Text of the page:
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From The CriticsReviewer: Lindsay A. McNair, MD, MPH (Vertex Pharmaceuticals)
Description: The authors have accomplished an impressive feat: a reference book that is compelling enough to pick up and read right through. This brief book (222 pages) covers a variety of topics related to medical ethics and the associated laws of the United Kingdom, and is designed to be read by nonlawyers and nonethicists.
Purpose: The authors' intent is to provide an overview of "rational medical ethics" and to describe the legal framework in which physicians practice. In doing so, they address both the general principles and specific issues where ethics and law intersect. Part one includes chapters of introduction to ethical theory, ways of thinking about ethics and ethical reasoning, and (very helpful for readers without a legal background) an introduction to the law including an explanation of the shorthand used in references to legal cases. Part two then applies ethical principles to specific and timely topics including consent, genetics, mental health, end of life decisions, and resource allocation.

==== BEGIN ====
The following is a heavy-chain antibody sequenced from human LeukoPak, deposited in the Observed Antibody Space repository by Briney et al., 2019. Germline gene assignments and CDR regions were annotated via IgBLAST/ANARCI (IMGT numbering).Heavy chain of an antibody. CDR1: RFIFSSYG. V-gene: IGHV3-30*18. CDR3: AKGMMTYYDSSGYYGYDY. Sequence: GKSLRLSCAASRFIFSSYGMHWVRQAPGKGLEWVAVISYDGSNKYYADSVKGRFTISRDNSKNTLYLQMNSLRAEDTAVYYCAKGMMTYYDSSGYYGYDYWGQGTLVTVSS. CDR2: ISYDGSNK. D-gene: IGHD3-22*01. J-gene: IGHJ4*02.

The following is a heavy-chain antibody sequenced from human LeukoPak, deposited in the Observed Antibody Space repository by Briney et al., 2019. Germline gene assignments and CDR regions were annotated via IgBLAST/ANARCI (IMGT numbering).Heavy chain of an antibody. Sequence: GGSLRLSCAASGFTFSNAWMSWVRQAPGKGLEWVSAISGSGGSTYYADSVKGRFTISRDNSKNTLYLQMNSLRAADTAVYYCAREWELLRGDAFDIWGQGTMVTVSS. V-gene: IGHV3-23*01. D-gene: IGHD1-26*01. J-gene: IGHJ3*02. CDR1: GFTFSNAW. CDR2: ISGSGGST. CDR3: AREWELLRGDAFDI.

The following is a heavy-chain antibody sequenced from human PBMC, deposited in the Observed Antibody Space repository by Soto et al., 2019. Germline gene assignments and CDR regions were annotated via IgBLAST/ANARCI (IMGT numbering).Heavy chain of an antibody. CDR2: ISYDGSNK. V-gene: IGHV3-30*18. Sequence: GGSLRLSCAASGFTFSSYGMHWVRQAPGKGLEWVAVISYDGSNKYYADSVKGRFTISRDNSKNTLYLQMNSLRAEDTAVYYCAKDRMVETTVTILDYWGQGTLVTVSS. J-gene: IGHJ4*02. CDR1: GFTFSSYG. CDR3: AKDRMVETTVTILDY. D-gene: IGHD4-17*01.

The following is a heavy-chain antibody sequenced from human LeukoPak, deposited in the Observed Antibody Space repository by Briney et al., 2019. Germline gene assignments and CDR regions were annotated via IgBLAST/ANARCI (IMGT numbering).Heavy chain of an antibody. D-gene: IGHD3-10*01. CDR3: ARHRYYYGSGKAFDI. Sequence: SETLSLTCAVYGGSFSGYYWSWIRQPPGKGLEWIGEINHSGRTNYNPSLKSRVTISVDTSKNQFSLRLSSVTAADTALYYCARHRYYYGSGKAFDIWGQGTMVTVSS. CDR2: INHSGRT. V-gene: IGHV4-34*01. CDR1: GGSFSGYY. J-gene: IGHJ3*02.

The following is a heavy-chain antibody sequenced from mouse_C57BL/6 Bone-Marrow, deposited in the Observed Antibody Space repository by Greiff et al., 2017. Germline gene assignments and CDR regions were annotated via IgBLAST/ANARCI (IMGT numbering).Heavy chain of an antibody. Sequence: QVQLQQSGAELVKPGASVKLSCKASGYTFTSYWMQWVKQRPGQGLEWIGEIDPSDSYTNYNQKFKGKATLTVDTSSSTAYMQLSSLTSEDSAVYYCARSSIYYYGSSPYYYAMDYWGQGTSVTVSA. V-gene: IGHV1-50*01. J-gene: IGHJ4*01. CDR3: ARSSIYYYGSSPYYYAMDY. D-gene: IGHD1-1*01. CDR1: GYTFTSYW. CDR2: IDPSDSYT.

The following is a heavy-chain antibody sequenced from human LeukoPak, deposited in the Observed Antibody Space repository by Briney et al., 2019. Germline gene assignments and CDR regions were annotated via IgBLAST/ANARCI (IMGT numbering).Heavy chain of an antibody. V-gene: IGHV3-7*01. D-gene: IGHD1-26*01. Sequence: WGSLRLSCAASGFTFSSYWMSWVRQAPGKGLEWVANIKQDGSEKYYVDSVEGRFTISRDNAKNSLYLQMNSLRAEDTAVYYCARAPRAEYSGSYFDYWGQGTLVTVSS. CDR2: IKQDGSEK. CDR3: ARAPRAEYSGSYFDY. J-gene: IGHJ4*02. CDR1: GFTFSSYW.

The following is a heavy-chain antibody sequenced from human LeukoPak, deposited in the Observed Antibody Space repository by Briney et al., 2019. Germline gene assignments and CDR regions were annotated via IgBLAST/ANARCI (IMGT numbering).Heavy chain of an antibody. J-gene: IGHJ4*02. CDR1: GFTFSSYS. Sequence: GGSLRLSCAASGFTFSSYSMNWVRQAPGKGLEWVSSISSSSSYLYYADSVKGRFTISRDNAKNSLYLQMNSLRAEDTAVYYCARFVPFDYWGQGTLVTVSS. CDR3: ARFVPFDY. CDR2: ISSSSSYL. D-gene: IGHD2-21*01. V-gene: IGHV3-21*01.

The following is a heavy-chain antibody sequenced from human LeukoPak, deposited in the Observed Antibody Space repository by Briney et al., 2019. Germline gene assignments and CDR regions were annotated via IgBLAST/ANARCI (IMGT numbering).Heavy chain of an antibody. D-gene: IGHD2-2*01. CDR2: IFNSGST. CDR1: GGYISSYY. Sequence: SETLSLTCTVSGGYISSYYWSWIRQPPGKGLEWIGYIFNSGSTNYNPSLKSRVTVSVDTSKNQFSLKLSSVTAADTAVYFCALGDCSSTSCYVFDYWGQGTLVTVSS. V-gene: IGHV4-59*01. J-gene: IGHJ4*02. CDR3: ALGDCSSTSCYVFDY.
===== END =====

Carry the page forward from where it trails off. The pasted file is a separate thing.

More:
Audience: The authors, by their titles, appear to be good authorities on both medical ethics (the first two authors) and the law (the third author), although the book does not include biographical sketches of the authors. Designed for medical students, the book is well written, with an understanding that students are more interested in factual summaries, clarifying cases, and (a least at this time in their education) less interested in the theoretical background of either ethical concepts or the law.
Features: The chapters are short and concise, each containing a full list of references cited as well as a thorough list of sources for further reading on each topic. The layout is effective in creating multiple boxes which usually provide lists of key principles, summaries, or clinical case examples. At times, the boxed sections seem gratuitous and unnecessary (e.g., "Examples of...people who might seek help [to] have a child", "Four reasons for considering IVF...ethically wrong") but many are helpful (e.g., "Key legal aspects of confidentiality", "Hierarchy of the court system"). In addition to specific instructions for potentially difficult situations, such as listing the six steps the casualty officer [emergency room physician] should take when contacted by the police with inquiries about a patient, the authors provide a common sense approach to the situations ("such a reply is, of course, likely to make the police suspicious that there is someone fitting that description — but there seems to be no way round this.").
Assessment: Designed primarily as an educational tool for medical students, the book fulfills that objective well by providing a good overview of significant topics without penetrating any in great depth. Compared to other general guides to medical ethics, this book also provides a good starting point for students of medical ethics who will want to delve further into each topic covered.